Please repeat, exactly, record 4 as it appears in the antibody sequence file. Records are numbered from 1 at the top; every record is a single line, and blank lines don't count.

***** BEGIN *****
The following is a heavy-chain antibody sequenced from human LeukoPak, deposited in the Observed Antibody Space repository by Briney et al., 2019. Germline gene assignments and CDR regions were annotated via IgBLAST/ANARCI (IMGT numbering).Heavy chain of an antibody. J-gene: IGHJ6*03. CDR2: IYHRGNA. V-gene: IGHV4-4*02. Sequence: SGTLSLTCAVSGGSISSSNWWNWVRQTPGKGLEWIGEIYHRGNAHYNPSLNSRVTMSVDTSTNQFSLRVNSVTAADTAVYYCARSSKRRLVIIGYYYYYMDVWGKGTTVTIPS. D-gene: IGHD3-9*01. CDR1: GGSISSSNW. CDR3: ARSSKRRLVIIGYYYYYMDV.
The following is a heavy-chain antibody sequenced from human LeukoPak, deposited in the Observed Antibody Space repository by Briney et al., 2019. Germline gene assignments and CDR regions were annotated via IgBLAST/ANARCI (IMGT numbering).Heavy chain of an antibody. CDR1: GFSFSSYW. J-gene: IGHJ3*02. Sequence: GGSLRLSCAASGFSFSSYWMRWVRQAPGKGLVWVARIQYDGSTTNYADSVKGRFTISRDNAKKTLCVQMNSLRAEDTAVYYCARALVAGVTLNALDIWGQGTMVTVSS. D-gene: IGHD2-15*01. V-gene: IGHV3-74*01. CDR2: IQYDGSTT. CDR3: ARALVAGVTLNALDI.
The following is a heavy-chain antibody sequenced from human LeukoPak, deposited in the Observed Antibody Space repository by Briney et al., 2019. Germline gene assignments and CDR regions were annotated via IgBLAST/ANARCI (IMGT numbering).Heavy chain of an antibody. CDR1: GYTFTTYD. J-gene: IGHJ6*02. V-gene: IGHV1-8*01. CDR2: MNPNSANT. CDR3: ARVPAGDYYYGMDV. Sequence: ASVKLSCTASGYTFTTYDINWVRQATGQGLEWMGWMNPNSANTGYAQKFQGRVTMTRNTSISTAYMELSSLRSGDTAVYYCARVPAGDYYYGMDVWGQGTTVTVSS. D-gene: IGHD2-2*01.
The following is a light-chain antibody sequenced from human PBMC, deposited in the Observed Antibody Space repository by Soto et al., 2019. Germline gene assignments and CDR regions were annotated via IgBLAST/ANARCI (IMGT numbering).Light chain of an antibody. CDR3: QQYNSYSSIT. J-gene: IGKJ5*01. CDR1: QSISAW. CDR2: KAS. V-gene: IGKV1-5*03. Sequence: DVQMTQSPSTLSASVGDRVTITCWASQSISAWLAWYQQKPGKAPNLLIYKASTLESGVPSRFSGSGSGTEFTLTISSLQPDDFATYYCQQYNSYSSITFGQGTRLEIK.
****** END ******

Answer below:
The following is a light-chain antibody sequenced from human PBMC, deposited in the Observed Antibody Space repository by Soto et al., 2019. Germline gene assignments and CDR regions were annotated via IgBLAST/ANARCI (IMGT numbering).Light chain of an antibody. CDR3: QQYNSYSSIT. J-gene: IGKJ5*01. CDR1: QSISAW. CDR2: KAS. V-gene: IGKV1-5*03. Sequence: DVQMTQSPSTLSASVGDRVTITCWASQSISAWLAWYQQKPGKAPNLLIYKASTLESGVPSRFSGSGSGTEFTLTISSLQPDDFATYYCQQYNSYSSITFGQGTRLEIK.